Chapter 3.— The Unity of the Three Takes Place in Thought, Viz Of Memory, of Ternal Vision,and of Will Combining Both.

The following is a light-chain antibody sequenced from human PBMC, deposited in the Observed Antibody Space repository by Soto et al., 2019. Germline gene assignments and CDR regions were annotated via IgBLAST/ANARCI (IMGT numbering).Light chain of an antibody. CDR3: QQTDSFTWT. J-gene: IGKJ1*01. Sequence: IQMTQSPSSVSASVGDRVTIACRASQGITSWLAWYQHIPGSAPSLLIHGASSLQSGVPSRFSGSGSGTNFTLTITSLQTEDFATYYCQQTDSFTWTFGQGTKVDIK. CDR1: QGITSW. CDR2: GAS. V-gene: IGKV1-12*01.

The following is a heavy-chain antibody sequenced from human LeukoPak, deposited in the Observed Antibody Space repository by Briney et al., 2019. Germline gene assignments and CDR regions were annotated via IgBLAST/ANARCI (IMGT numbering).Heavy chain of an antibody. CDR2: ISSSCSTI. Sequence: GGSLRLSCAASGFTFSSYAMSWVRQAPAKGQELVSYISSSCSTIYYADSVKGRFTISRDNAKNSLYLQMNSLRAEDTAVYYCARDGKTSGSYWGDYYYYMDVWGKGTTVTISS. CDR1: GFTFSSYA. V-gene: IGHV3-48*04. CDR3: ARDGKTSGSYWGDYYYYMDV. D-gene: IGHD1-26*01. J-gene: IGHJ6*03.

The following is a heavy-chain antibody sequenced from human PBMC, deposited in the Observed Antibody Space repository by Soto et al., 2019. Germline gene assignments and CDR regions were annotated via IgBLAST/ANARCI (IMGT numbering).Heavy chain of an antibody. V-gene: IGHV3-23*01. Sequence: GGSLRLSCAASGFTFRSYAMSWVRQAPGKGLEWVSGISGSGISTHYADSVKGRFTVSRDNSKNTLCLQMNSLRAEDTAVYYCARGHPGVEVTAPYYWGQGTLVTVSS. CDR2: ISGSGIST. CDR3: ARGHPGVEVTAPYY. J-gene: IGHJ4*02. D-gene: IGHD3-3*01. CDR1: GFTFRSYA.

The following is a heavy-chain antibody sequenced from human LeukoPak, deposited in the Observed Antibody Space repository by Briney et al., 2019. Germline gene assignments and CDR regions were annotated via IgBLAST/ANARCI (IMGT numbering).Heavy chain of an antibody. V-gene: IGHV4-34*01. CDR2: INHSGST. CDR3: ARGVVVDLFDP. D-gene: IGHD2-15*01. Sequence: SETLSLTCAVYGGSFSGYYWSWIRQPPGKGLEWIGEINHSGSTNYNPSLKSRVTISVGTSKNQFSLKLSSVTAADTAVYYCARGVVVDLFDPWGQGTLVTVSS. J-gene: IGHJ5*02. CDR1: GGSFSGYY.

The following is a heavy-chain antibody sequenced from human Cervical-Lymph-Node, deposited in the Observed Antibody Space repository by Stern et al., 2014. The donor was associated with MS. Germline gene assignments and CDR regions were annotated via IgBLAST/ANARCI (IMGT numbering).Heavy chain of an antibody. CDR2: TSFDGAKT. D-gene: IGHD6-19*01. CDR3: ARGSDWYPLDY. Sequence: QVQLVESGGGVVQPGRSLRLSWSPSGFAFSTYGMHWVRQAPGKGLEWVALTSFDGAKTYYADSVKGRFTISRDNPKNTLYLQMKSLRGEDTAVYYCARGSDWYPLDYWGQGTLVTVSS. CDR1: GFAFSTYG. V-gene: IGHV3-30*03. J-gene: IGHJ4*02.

6. The rational soul, however, lives in a degenerate fashion, when it lives according to a trinity of the outer man; that is, when it applies to those things which form the bodily sense from without, not a praiseworthy will, by which to refer them to some useful end, but a base desire, by which to cleave to them. Since even if the form of the body, which was corporeally perceived, be withdrawn, its likeness remains in the memory, to which the will may again direct its eye, so as to be formed thence from within, as the sense was formed from without by the presentation of the sensible body. And so that trinity is produced from memory, from internal vision, and from the will which unites both. And when these three things are combined into one, from that combination itself they are called conception. And in these three there is no longer any diversity of substance. For neither is the sensible body there, which is altogether distinct from the nature of the living being, nor is the bodily sense there informed so as to produce vision, nor does the will itself perform its office of applying the sense, that is to be informed, to the sensible body, and of retaining it in it when informed; but in place of that bodily species which was perceived from without, there comes the memory retaining that species which the soul has imbibed through the bodily sense; and in place of that vision which was outward when the sense was informed through the sensible body, there comes a similar vision within, while the eye of the mind is informed from that which the memory retains, and the corporeal things that are thought of are absent; and the will itself, as before it applied the sense yet to be informed to the corporeal thing presented from without, and united it thereto when informed, so now converts the vision of the recollecting mind to memory, in order that the mental sight may be informed by that which the memory has retained, and so there may be in the conception a like vision. And as it was the reason that distinguished the visible appearance by which the bodily sense was informed, from the similitude of it, which was wrought in the sense when informed in order to produce vision (otherwise they had been so united as to be thought altogether one and the same); so, although that phantasy also, which arises from the mind thinking of the appearance of a body that it has seen, consists of the similitude of the body which the memory retains, together with that which is thence formed in the eye of the mind that recollects; yet it so seems to be one and single, that it can only be discovered to be two by the judgment of reason, by which we understand that which remains in the memory, even when we think it from some other source, to be a different thing from that which is brought into being when we remember, that is, come back again to the memory, and there find the same appearance. And if this were not now there, we should say that we had so forgotten as to be altogether unable to recollect. And if the eye of him who recollects were not informed from that thing which was in the memory, the vision of the thinker could in no way take place; but the conjunction of both, that is, of that which the memory retains, and of that which is thence expressed so as to inform the eye of him who recollects, makes them appear as if they were one, because they are exceedingly like. But when the eye of the concipient is turned away thence, and has ceased to look at that which was perceived in the memory, then nothing of the form that was impressed thereon will remain in that eye, and it will be informed by that to which it had again been turned, so as to bring about another conception. Yet that remains which it has left in the memory, to which it may again be turned when we recollect it, and being turned thereto may be informed by it, and become one with that whence it is informed.